HOUSTON — Matchups, matchups, matchups. All sorts of matchups in Saturday's Wild Card game (4:30 p.m.-Cincinnati's Channel 5) in Houston:
While with Tennessee, Bengals cornerback Adam Jones dueled with Texans Pro Bowl wide receiver Andre Johnson twice a year.
Both kickers, Cincinnati's Mike Nugent and Houston's Neil Rackers, have not only worked in Cincinnati but also bring playoff experience from elsewhere; Nugent with the Jets and Rackers with the Cardinals.
Texans wide receiver Kevin Walter, a former Bengal who broke Cincinnati's heart last month with that six-yard touchdown catch with two seconds left, goes against a defense that features the only other players on the field that were in the Bengals '05 Wild Card game against the Steelers: left end Robert Geathers and end/tackle Jon Fanene.
But the most intriguing matchup continues to be the Pro Bowl showdown of two No. 1 Bengals draft picks, Bengals rookie wide receiver A.J. Green and Texans cornerback Johnathan Joseph.
Leon Hall, shelved by a season-ending torn Achilles, has a unique perspective. He was on the opposite corner of Joseph for four seasons before Joseph left via free agency before this season and he covered Green in practice.
"It's going to be fun to watch," said Hall this week on a visit to the Bengals locker room. "Last time was a good battle. I've had a lot of experience with J-Joe and A.J. pretty much catches everything. It's two Pro Bowlers going at it."
In the 20-19 win over the Bengals Dec. 11, Joseph returned to Paul Brown Stadium to keep Green out of the end zone. But Green did get him in one third-quarter drive for a 36-yard jump ball and a 25-yard pass interference penalty.
"He can jump higher than you," Joseph said. "And he can run, and I think every week he's been getting a lot better as far as being a total receiver running routes, setting corners up. The one thing you worry about him is his jumping up. You think you have him covered and he makes the catch anyway."
It's not an easy technique for a cornerback. Joseph and Hall both are just under six feet, tough duty when working against the 6-4, 207-pound Green and the 6-3, 219-pound Johnson.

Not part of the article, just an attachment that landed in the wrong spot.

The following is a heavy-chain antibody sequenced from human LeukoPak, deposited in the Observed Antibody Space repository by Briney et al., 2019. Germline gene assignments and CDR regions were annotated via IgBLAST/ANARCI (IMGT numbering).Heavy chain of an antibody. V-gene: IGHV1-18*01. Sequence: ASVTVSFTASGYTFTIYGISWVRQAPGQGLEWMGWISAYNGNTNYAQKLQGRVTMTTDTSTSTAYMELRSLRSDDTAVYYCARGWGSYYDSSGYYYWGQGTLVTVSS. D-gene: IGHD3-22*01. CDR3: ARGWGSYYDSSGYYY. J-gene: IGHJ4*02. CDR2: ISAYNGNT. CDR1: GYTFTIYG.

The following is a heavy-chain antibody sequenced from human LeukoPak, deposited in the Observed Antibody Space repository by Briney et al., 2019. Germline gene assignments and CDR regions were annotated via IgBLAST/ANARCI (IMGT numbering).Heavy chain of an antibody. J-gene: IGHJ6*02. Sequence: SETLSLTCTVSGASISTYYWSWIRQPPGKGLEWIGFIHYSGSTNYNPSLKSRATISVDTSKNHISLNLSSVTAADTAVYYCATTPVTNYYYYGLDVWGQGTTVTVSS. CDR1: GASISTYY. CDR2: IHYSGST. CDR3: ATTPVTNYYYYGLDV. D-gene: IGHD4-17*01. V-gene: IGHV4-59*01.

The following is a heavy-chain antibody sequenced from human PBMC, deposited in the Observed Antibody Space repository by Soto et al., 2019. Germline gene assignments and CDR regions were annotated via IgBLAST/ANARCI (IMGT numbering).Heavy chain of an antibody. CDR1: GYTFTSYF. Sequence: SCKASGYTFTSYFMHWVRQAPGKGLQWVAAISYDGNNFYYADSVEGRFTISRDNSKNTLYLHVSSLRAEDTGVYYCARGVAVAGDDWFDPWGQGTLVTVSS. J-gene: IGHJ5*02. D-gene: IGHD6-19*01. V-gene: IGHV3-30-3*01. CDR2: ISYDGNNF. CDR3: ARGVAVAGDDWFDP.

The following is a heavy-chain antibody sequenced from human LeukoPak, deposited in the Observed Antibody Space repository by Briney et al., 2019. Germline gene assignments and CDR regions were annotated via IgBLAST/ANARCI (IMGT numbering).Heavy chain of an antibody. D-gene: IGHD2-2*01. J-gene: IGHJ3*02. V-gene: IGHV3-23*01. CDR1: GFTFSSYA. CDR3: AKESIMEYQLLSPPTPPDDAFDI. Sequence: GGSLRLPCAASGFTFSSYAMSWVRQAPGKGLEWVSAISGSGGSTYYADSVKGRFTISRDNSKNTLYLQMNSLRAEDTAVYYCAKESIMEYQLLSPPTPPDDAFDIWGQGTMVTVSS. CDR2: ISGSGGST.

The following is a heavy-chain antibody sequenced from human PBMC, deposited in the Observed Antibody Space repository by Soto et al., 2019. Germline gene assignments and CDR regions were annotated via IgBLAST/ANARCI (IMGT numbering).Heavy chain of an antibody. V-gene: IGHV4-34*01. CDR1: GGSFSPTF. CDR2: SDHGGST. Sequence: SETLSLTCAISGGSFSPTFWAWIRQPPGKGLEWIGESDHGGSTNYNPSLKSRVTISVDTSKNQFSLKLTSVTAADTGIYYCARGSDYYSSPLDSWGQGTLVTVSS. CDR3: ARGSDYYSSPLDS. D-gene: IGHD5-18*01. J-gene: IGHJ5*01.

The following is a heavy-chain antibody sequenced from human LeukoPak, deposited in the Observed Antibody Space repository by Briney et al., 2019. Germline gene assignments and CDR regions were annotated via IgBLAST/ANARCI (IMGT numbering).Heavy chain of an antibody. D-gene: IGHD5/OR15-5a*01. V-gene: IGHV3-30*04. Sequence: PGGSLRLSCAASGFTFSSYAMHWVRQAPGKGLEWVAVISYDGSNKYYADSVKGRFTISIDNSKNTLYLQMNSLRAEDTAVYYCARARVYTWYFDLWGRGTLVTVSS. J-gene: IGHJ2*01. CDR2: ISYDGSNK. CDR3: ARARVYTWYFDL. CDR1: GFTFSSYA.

"You know in the back of your mind you have to get your head back around and see the ball as early as you can so you can rise up and get it," Hall said. "Quarterbacks do that (throw jump balls). They have a lot of faith in their receivers. If I had A.J., I'd do the same thing. The thing you worry about it is getting your head around as soon as you can and jump as high as you can, which is obviously hard to do since your three inches shorter."
For the second time in three weeks the Bengals go against a five-time Pro Bowl wide receiver that has been compared to Green. First it was Arizona's Larry Fitzgerald. Now it is Andre Johnson, a guy that Hall went against at PBS two years ago.
"Obviously (Green) is not as big, but I think he can jump as high as him, he's more athletic than him a little bit. Andre Johnson has been a great receiver in this league. A.J. obviously possesses a little different talent. He's just become a total receiver. He was a total receiver when he came in, but he wasn't experienced. You could tell (now) he's setting cornerbacks up. He's running better routes."
Hall and Joseph are still close. When Joseph got done with his game back on Nov. 13 and found out Hall had blown out his Achilles against Pittsburgh, Joseph called him right away. When Joseph made the Pro Bowl for the first time last week, Hall called him. It had always been a debate which one would go to the all-star game first, but Hall said didn't they didn't talk about it in that way.
"It goes beyond football," Hall said. "He's a good friend of mine. He'll probably always be a good friend of mine."
Joseph was always supposed to the athletic, brittle guy while Hall is perceived as solid-state durable. Before this season Hall had never missed a game and barely any practice time while Joseph missed a total of 13 games in his five seasons.
Now Hall is in a boot and Joseph hasn't missed a practice and is in the Pro Bowl.
"How things change. I'm happy for him," Hall said. "He's athletically gifted. He can run. He's smarter than a lot of people give him credit. He's known for his athletic ability but he's very smart on the field."